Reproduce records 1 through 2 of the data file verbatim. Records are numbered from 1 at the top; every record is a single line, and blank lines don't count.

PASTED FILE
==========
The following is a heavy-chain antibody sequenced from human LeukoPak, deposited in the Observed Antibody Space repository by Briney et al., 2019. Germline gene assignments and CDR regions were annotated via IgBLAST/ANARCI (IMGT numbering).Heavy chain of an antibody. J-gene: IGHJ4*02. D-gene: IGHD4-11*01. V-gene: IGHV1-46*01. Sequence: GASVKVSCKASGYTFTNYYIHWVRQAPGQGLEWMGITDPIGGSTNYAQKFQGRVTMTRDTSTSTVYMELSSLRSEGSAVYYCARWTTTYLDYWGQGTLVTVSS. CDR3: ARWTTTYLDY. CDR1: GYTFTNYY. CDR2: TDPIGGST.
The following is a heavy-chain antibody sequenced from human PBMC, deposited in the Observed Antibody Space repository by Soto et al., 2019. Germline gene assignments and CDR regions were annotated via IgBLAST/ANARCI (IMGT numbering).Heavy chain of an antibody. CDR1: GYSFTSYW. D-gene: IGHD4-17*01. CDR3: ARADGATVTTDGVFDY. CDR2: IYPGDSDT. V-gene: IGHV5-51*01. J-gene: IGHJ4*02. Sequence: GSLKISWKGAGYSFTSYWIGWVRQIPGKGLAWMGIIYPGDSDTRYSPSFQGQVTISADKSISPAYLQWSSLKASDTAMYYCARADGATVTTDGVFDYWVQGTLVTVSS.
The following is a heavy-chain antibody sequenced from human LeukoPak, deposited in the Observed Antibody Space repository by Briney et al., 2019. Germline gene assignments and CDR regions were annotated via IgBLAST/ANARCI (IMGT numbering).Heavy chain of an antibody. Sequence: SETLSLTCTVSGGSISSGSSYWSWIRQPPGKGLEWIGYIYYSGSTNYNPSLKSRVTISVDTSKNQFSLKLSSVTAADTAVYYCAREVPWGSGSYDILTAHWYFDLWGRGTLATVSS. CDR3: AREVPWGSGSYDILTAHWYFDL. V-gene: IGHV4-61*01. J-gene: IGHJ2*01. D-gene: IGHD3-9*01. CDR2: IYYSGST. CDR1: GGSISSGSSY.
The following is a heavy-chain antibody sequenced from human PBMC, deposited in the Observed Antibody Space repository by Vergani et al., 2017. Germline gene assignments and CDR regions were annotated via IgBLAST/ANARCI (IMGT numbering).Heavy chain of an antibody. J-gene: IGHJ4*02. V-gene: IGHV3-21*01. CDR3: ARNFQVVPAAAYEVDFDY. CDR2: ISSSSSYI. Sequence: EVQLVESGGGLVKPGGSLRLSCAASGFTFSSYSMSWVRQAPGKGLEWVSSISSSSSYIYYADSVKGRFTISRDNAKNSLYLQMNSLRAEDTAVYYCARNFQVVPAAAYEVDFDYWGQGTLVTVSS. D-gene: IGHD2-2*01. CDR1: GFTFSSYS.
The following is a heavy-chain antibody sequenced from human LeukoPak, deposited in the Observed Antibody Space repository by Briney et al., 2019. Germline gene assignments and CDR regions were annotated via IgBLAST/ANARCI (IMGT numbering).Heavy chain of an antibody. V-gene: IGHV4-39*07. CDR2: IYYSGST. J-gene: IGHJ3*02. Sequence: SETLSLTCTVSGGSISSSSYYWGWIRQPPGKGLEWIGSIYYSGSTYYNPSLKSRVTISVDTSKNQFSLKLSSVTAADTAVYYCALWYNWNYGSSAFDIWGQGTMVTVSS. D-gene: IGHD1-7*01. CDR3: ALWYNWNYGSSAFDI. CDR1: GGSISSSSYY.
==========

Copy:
The following is a heavy-chain antibody sequenced from human LeukoPak, deposited in the Observed Antibody Space repository by Briney et al., 2019. Germline gene assignments and CDR regions were annotated via IgBLAST/ANARCI (IMGT numbering).Heavy chain of an antibody. J-gene: IGHJ4*02. D-gene: IGHD4-11*01. V-gene: IGHV1-46*01. Sequence: GASVKVSCKASGYTFTNYYIHWVRQAPGQGLEWMGITDPIGGSTNYAQKFQGRVTMTRDTSTSTVYMELSSLRSEGSAVYYCARWTTTYLDYWGQGTLVTVSS. CDR3: ARWTTTYLDY. CDR1: GYTFTNYY. CDR2: TDPIGGST.
The following is a heavy-chain antibody sequenced from human PBMC, deposited in the Observed Antibody Space repository by Soto et al., 2019. Germline gene assignments and CDR regions were annotated via IgBLAST/ANARCI (IMGT numbering).Heavy chain of an antibody. CDR1: GYSFTSYW. D-gene: IGHD4-17*01. CDR3: ARADGATVTTDGVFDY. CDR2: IYPGDSDT. V-gene: IGHV5-51*01. J-gene: IGHJ4*02. Sequence: GSLKISWKGAGYSFTSYWIGWVRQIPGKGLAWMGIIYPGDSDTRYSPSFQGQVTISADKSISPAYLQWSSLKASDTAMYYCARADGATVTTDGVFDYWVQGTLVTVSS.